“…The point is there’s more to sex (the act) than gender (one classification of identity.)” -Kate Bornstein, Gender Outlaw p. 30

Thank you Auntie Kate.

Accidental Moments: Testing, Passing, Spacing

04/15/2010 3 comments

I managed to accidently get tested for HIV. I was sitting in my three-month appointment, and we were going over my blood tests, and we were talking about STIs. He asked when the last time I was tested for HIV, I said high school, and he basically said at some point soon I should get tested again, but since I’m so low risk (sleeping predominantly with women) that I didn’t need to worry about it. “Oh, nevermind. You’re HIV negative. Apparently I had you tested.”

Well, thanks? I mean, good to know, but next time let me know a little more obviously, okay?

Regardless, I’m finally up to a full dose of testosterone. The changes will come faster, my period should stop. I can become the adult I’ve always wanted to be, a strange conglomeration of truth and lie. For me, passing in all its problems is the reality. Because the person I want to come is someone who passes, who seems to be another able-bodied, white, straight, secular male. Not because I want to occupy the space of white men in American society, but because the body that is most me seems to be all those things, but I am so much more. People who look at me don’t see my ADHD, they will not see that I was raised as a girl who was good in math, who played sports, that tomboy was the first identity I ever embraced. They won’t see the history of activism, the kinky desires, if they see my desires they will probably see me dating women, as that is who I tend to go for. I will pass, and here it is the term passing, because I will pass for something I am not. I am white, but not a man. But the ability to pass as a man will be power I have, and something I can use in radical ways.

There are spaces where only women are allowed. Some, are only “women born women,” excluding transwomen. Some explicitly make sure to include transwomen, and some even include transmen. Basically some of these spaces boil down to less a woman’s space and more “No Cis-males allowed.” Which in and of itself is incredibly problematic, but what is worse is that those spaces are still needed. Those spaces really boil down to spaces of no “male privilege” (which doesn’t address the other forms of privilege there, surrounding race, class, abledness, age, etc.) because there is an extent to which banning cis-men is the only way people see that it is possible to create such a space. But many people hold male privilege, not just men, and not all men hold male privilege. Until those lines are more blurred there really is no way to distinguish though. That is one of those assumptions that I really seek to help upset. Just… so much to do. Because I’m one of those people who isn’t content to just let things be, because “the status is not quo” I need to do something with my changing positionality of power. As time goes on, and I pass more, I need to start learning how to function as a(n apparent) guy, and a straight one no less. Well, I read very gay… so maybe I won’t have to jump that hurdle just yet.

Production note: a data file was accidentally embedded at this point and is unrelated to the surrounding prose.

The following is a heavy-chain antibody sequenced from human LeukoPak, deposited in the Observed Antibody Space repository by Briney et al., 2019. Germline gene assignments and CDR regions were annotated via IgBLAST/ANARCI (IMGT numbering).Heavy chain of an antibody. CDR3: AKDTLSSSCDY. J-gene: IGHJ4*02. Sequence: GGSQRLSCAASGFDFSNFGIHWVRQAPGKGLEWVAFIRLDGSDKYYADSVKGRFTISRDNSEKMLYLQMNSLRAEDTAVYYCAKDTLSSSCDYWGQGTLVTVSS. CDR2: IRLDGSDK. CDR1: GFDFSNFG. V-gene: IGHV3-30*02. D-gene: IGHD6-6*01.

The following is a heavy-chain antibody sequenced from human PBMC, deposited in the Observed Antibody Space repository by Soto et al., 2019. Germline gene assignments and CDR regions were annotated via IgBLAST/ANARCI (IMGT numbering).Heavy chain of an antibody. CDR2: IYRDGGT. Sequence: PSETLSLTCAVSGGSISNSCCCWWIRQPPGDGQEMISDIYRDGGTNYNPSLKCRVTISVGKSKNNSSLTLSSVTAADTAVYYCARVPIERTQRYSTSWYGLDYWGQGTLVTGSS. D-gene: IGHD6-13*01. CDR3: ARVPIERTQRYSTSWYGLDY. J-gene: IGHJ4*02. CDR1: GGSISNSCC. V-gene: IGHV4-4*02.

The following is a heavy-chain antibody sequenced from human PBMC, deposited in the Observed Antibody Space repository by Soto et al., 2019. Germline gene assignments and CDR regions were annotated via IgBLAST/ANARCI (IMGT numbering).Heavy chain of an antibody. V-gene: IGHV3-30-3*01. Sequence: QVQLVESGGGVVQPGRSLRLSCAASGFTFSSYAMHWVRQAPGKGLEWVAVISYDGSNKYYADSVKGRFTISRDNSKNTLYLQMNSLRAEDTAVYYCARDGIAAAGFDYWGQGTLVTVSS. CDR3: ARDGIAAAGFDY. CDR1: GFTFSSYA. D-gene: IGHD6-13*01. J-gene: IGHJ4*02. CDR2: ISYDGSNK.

Last night, a friend I haven’t seen in a month asked if I was sick, had a sore throat. “No…” And then we realized, my voice is finally changing that much. C commented that she noticed in the voicemail I left that my voice was lower. I’ve been noticing as I (attempt and fail to) sing. It is really great, but it is definitely strange to listen to myself.

BDSM Theory, Gender, and the Flea

02/23/2010 Leave a comment